Tuesday, October 25, 2011

In Which I Visit Hatch Cottage

Imagine having this seascape as a view! Last Friday I was fortunate enough to go on a private tour of two unusual Wellfleet houses with Cape Cod Modern House Trust’s founding director Peter McMahon. Like many things in life, the occasion simply presented itself, so I seized it. Before describing our visit to Hatch Cottage, I should offer thanks to our Green Room guests, who instigated what was a marvelous afternoon. Jack is a builder from Pennsylvania and an ardent fan of modern architecture. His girlfriend Anne works as a pediatrician in neonatal care and came in search of a restful vacation. When they asked me about Wellfleet's modern houses last Wednesday, I told them to Google CCMHT. Jack contacted Peter and got to visit the Kugel/Gips house, which I have already been described. I had never been to Hatch Cottage, however. Since I expressed an interest, he offered to show it, too, taking me along.

A veritable walking encyclopedia, Peter spewed fascinating facts as we wound our way out Bound Brook Island towards the bay. This area was once the center of Wellfleet. “The harbor silted up, so they moved the town, flaked the houses, put them on barges,” he said. We were driving past the Atwood Higgins house, in the hollow. “The farms here had all been abandoned. Jack Hall sold his house to the Biddles and moved to the old Baker farm …”

We had already made several turns at forks. I was wondering whether I could find my way here with Sven.

“You really know where you are going,” I said.

Peter just smiled. He must have driven that dirt road hundreds of times already. Down the long driveway we sped, past the hill where Wellfleetians used to hold memorial picnics before sculptor Penelope Jenks’ house rose on the spot. As the car emerged from the woods, all four of us exclaimed in unison, “Wow!”

“Robert Hatch was a book editor at The Nation. His wife lived here until 93. She was an artist and had a lifetime deal on the house from the park ...”

(For those of you not familiar with the National Seashore saga, it's too long to tell here, but you can imagine the complication of creating a national park in an area that already contained homes.)

Hatch Cottage was designed by Jack Hall. Restoration was supposed to start last summer, but Peter is still waiting on final approval of the project from the National Seashore. (If you would like a private tour of four modern houses, consider membership in the Cape Cod Modern House Trust at the $200 gift level.)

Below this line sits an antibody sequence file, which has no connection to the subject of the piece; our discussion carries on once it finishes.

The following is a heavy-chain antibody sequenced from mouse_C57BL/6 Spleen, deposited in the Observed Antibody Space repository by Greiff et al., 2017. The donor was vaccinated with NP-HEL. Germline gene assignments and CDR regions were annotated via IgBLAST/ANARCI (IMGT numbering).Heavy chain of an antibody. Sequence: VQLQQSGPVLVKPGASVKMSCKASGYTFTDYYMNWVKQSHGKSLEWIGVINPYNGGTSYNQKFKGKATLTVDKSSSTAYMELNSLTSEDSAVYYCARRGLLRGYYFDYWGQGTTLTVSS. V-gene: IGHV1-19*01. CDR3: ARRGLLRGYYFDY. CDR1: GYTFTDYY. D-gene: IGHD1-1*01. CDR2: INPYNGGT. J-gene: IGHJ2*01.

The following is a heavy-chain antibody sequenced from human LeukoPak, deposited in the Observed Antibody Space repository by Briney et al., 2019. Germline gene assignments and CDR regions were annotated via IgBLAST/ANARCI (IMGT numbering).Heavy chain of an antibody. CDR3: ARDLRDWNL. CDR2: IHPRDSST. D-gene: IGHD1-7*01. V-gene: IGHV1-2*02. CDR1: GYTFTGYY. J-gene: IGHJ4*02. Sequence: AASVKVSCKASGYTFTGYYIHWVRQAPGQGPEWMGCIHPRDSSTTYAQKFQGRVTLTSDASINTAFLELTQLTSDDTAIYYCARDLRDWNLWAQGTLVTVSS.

“There’s a set of working drawings …. Prefabricated modules … sense of floating …”

Bits of Peter and Jack’s conversation reached my ears. Victoria Kennedy was trying to listen in, too, since she leads this tour when her boss is out of town. A ferocious wind, whistling across Cape Cod Bay, made the task difficult, so we admired the spectacular view of blue sky and landscape, framed by the wooden beams connecting two of the modules. The front wall was boarded up. Behind the boards, Peter said, there was a wall of windows. We could appreciate the high placement of smaller windows on the opposite side and see how the house must capture the summer breeze in a marvelous way. Hatch Cottage seems to float above the vegetation. There's an incredible feeling of freedom, of being close to nature.

Underfoot, the narrow boards of the walkway strained under our weight.

“It’s so fragile,” Peter explained, making a rolling-sea movement with his hands.

Before leaving, we walked down the hill to Cape Cod Bay. The beach is half a mile from Duck Harbor. The Hatches had it made, with this quick and easy path to such an extraordinary beach. The wind was whipping up waves, making for quite a dramatic beach visit.

On the way home, we stopped at what used to be the Biddle compound, also on Bound Brook, where I snapped the photo below. The eleven-acre property now belongs to the National Seashore, a purchase arranged over the past year in conjunction with the Trust for Public Land. Here’s a look at Hatch Cottage from below. During restoration, Peter intends to “pick it up in pieces.” I loved the architecture, the sense of being far from civilization, the proximity to Cape Cod Bay. How fortunate that the Cape Cod Modern House Trust will restore this gem to its original splendor!